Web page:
Imagery and research

consumer empowerment, the Web, and the holy grail

Listened to a presentation just the other day that touched the ubiquous concept of "consumer empowerment". It must be ten years since I wrote my two cents take on this. And it's all still relevant, I gather.

"Consumer empowerment" is a marketing buzzword for the general shift that's taking place in business. Consumers are becoming (or are they?) more empowered, that is, we as consumers are supposed to have more power of the corporate world than before.

The first times I came across this issue, was in the late nineties. I was then doing research on consumers' information online seeking, and much of the hype associated with consumer empowerment was then a bit over the top. And it still is.

Sorry folks. I'm as much a tech geek as anyone else. I spend more time online than in any social IRL setting. My leisure consists of setting up a unix file server for backing up all the home computers. Or fine tuning my summer house's bridged wlan. But I'm still quite sceptical as to "consumer empowerment" will really, and I mean really happen.

Let me elaborate. Consumer empowerment was first touted as something that happens because consumers have the world of information at their fingertips. Yes, I know the web hosts a lot of information, and useful information too. Still, I'm afraid there are some problems in this line of reasoning:
  1. The logic assumes that the presence of information = access to information
  2. It also assumes that access to information = willingness to use the information
As a consumer researcher, I got to point out that there is really very little historical evidence to support these assumptions. Let's begin with #2. In a historical perspective, consumers' biggest problem has rarely been the absence of information. To sum up some decades of consumer decision making research in a very non-academic manner:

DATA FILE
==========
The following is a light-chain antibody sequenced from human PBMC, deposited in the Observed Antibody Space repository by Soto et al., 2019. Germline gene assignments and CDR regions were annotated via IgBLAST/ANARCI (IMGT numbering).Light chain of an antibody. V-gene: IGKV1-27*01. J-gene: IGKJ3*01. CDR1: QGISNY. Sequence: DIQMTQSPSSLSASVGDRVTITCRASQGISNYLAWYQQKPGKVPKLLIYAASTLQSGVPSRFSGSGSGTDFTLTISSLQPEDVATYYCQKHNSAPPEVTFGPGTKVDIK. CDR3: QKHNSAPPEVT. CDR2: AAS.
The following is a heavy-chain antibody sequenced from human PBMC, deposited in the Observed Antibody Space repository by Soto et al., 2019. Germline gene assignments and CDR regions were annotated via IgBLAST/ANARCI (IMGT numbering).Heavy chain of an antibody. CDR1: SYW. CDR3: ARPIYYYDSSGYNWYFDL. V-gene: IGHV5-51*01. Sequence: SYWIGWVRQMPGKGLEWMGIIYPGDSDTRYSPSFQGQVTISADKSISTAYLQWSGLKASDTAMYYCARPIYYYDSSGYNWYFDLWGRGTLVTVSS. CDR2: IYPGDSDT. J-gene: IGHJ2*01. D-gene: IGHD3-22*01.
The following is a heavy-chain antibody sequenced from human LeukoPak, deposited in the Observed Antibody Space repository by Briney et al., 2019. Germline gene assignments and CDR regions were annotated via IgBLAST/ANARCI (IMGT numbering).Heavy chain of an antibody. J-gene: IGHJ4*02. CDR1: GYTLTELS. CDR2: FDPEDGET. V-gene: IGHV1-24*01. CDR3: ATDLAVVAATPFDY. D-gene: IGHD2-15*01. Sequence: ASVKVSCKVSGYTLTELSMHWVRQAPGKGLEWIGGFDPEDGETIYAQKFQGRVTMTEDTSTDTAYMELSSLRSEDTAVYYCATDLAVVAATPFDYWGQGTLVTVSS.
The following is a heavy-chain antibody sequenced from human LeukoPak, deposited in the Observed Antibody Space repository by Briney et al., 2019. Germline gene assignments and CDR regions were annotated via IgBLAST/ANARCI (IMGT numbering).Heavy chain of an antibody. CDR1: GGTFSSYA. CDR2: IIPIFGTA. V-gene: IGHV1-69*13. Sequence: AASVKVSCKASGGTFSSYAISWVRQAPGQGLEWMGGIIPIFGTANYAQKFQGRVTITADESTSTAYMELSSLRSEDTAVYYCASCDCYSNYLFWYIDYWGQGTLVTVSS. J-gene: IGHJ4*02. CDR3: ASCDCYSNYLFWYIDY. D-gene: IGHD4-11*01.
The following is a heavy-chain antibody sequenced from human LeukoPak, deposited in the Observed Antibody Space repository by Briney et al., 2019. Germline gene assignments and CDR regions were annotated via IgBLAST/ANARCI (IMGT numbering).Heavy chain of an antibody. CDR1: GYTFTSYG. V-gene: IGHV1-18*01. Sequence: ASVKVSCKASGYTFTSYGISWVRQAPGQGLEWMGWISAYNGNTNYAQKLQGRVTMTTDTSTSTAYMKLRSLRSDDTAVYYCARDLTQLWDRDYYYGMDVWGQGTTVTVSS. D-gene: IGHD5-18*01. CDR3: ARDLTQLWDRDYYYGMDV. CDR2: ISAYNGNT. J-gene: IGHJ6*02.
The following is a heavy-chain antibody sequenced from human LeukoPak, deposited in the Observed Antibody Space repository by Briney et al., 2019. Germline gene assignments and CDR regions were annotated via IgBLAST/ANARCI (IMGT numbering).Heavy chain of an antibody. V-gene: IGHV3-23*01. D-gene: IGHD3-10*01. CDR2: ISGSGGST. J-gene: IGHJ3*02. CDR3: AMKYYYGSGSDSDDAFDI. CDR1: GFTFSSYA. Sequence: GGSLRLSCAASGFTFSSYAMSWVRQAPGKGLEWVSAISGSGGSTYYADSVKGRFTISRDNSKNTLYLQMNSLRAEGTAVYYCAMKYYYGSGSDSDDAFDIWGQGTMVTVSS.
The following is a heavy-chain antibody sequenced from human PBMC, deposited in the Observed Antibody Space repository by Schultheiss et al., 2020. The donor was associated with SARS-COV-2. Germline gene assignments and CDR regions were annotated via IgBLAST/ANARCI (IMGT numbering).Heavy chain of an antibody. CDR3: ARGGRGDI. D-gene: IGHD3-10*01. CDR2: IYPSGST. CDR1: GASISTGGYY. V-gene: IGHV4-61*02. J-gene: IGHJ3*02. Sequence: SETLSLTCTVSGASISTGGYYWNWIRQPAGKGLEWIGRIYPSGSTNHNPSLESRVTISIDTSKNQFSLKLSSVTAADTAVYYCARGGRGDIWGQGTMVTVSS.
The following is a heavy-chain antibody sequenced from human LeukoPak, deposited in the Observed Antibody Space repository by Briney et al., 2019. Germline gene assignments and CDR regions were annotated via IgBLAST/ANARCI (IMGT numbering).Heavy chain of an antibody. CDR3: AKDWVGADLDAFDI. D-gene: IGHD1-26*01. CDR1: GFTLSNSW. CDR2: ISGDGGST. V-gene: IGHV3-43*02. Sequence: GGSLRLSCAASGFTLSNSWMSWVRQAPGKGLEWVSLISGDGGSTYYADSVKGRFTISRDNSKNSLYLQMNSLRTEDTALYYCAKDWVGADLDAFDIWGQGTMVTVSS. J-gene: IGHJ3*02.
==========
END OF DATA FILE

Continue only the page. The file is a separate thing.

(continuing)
• Most consumers did (do) very little information seeking, even for purchases that apparently involve high stakes (car, housing).
  • Consumers seeking the least information were the ones who would have benefited the most from the search (poorer, less educated etc.)
  • Even in the pre-web decades, there always was information available to the consumer who sought it - consumer reports, social sources etc.
  • Information seeking takes place through a trade-off, comparing the benefits of seeking (will I get a better price) with the costs of search (time, mostly).
While there is a lot of information that the consumer may access through the web, previous evidence is not very encouraging. You could argue that with the Web, the information is easier to access since it is all in your laptop or your handheld. But. Previous evidence suggests that consumers do not really consider mosts purchases as very relevant. This is the biggest problem in the logic. The web might be the panacea that would really turn the tables and empower consumers with complete information. But then, what if, consumers by and large weren't really very interested in the information?

This is pretty much what we know of consumers in the offline era. Human behavior tends to change very slowly.

Going back to argument #1: As any experienced user can attest, the Web is really a mess. It was never designed as an easy-to-use information repository. The structure, or lack of structure in information is really quite a problem for even experienced seekers. I wrote about this in lenght in my Ph.D. Thesis in 2003. Maybe I'll post the key findings as well.

Anyway, the potholes on the way from presence to access are:
  • Finding a specific piece of information on the web can be really difficult unless the consumer is very good in online search. Casual searches can be very frustrating, and even daunting in the consumers I've studied.
  • Most consumer information problems are not very specific, but tend to be dynamically constructed open-ended information tasks. There are still not very many consumer-oriented services that serve information with this in mind. And no, linux forums do not qualify.
  • If you assume that the mass of consumers, not the tech geeks, search elite, or the like, were really to have complete access to online information, we'd really be talking about the next Google, the next XML or something in that ballpark.
And all of this would still assume that the consumer really had the motivation to spend time in shifting through all of the information.

I've figured most of the people really raving about consumer empowerment are Web-savvy people, expert users, and online natives. For us, this is probably true - at least to some extent. But the masses of consumers? Your mother, your grandmother?
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